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Vitamin E (tocopherol)

The science of the ‘next generation’ vitamin E

Vitamin E is well known to consumers across the globe, but their tocotrienol-form is not. In the first part on of special series on tocotrienols, NutraIngredients-USA looks at the potential health benefits of nutrients described as “the next generation vitamin E”.

Natural form of vitamin E protects the brain after stroke

A stroke occurs when the blood supply to part of the brain is suddenly blocked by a blood clot or when a blood vessel in the brain bursts, driving blood into the spaces surrounding brain cells, or neurons.

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Vitamin E and Leg Cramps

Robert F. Cathcart, III, M.D. The Journal of the American Medical Association, Jan. 10, 1972, Vol. 219, No. 2.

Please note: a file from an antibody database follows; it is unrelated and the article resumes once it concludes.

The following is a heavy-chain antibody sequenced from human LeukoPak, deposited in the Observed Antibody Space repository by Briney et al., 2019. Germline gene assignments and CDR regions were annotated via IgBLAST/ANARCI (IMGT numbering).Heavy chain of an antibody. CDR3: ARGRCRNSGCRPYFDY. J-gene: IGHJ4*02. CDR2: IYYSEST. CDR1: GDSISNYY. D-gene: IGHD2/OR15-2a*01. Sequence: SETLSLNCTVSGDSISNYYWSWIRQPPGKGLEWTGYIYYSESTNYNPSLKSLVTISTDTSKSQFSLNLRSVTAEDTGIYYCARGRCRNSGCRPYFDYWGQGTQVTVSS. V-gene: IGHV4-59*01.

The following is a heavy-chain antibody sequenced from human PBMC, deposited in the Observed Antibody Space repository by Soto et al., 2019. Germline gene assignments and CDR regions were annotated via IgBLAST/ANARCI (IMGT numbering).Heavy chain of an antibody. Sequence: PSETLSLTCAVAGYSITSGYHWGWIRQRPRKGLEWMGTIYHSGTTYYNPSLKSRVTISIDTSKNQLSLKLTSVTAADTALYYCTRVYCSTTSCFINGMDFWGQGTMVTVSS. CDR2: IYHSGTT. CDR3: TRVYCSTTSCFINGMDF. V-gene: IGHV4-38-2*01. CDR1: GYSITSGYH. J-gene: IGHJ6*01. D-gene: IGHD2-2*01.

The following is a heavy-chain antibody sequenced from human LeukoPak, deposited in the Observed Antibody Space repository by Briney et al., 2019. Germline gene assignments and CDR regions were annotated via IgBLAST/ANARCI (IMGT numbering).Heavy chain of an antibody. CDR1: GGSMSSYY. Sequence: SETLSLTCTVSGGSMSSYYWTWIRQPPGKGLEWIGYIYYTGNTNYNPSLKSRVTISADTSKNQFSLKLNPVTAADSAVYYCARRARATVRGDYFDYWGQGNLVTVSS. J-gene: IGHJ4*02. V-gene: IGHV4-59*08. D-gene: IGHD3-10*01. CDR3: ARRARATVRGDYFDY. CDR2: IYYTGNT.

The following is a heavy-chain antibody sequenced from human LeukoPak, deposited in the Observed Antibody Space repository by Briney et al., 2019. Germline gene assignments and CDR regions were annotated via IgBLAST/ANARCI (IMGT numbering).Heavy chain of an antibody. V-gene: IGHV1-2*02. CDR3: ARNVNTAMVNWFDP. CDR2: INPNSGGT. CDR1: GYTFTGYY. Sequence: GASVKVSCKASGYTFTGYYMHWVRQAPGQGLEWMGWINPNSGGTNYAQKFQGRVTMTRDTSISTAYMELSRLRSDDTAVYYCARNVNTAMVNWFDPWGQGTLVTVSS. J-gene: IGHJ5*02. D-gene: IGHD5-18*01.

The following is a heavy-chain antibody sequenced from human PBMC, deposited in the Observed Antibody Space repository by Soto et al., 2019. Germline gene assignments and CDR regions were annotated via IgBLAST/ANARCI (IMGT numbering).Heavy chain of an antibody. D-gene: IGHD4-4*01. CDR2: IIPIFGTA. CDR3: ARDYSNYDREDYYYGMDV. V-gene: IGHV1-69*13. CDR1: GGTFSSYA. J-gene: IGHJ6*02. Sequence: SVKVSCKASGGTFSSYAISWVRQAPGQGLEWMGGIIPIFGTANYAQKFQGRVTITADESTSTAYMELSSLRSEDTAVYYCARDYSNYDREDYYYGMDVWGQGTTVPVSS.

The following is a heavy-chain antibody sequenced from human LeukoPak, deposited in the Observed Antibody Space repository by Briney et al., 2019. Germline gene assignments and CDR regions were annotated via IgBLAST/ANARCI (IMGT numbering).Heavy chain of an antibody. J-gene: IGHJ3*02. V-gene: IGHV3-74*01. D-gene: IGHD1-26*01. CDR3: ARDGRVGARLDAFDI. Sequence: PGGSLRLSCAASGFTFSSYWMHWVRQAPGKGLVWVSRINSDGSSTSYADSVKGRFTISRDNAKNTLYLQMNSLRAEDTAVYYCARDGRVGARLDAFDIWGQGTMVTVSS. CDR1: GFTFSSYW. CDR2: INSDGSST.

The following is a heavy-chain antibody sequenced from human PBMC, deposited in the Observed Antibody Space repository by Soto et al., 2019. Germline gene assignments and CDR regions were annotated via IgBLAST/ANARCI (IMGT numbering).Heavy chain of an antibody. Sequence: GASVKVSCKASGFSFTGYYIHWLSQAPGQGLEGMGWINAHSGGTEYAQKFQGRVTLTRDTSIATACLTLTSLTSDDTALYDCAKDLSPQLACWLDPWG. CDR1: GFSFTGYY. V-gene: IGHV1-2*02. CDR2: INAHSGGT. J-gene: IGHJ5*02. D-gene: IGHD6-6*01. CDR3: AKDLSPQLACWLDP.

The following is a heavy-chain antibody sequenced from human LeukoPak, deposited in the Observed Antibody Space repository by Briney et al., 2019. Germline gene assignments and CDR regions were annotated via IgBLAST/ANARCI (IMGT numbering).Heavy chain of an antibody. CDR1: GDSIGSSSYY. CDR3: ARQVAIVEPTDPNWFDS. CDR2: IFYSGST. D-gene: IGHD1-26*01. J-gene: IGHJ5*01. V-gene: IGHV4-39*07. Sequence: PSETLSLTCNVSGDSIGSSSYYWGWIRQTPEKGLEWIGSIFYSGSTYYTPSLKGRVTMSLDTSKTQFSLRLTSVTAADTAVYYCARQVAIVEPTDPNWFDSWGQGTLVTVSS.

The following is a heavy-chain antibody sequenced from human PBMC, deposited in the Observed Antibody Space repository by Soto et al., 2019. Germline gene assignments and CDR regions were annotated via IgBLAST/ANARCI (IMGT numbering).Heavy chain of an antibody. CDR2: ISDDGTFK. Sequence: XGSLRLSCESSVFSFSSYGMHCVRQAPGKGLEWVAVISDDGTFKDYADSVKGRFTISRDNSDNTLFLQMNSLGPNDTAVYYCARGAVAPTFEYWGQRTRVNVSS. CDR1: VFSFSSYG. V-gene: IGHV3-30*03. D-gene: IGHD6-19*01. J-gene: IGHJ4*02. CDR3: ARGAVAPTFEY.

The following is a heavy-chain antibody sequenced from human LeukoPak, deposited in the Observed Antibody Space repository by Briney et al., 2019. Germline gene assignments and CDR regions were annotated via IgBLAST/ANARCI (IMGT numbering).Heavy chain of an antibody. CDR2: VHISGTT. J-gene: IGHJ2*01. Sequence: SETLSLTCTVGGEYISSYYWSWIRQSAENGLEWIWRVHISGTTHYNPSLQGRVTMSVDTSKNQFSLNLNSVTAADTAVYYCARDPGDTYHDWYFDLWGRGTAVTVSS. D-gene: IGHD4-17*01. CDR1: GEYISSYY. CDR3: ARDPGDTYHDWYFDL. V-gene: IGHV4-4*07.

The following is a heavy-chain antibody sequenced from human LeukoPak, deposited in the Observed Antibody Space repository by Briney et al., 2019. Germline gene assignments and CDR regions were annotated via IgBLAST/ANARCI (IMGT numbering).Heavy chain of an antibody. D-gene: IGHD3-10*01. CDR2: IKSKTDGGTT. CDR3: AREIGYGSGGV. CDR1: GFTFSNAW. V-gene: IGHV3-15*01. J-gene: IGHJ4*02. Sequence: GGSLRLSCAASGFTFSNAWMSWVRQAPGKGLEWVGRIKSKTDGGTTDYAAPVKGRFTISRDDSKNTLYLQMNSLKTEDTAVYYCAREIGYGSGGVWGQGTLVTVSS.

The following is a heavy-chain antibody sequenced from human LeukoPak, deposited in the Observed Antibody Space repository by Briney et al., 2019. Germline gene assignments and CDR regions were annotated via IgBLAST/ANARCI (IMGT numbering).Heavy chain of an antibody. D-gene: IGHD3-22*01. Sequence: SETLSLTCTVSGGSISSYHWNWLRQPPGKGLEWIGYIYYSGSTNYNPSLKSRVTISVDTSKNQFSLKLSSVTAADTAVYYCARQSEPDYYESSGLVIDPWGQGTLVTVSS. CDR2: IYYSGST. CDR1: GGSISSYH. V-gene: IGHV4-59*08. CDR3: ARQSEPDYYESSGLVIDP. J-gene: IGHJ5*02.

To the editor: - The increasing interest in vitamin E (tocopherol) in California has led to tremendous public self-experimentation. Health food stores sell massive amounts of concentrated vitamin E.

The Vitamin E Story

by Andrew W. Saul

The first course I ever taught was entitled "Forgotten Research in Medicine." That was in 1976. Even by that time, there had been a strikingly large number of impeccably qualified researchers and physicians who had left drug-and-cut medicine behind in favor of a naturopathic approach.

Heartening News on Vitamin E

Thu Aug 22, 2002

THURSDAY, Aug. 22 (HealthScoutNews) -- If you are a woman who doesn't get enough vitamin E, you could increase your risk of cardiovascular disease.

A study in the September issue of the American Journal of Clinical Nutrition found that low vitamin E intake in middle-aged women is a risk factor for early atherosclerosis.

The study included 307 southern Italian women, average age 56, with no clinical history of cardiovascular disease. The women did not take any vitamin supplements containing the antioxidant vitamins A, C or E.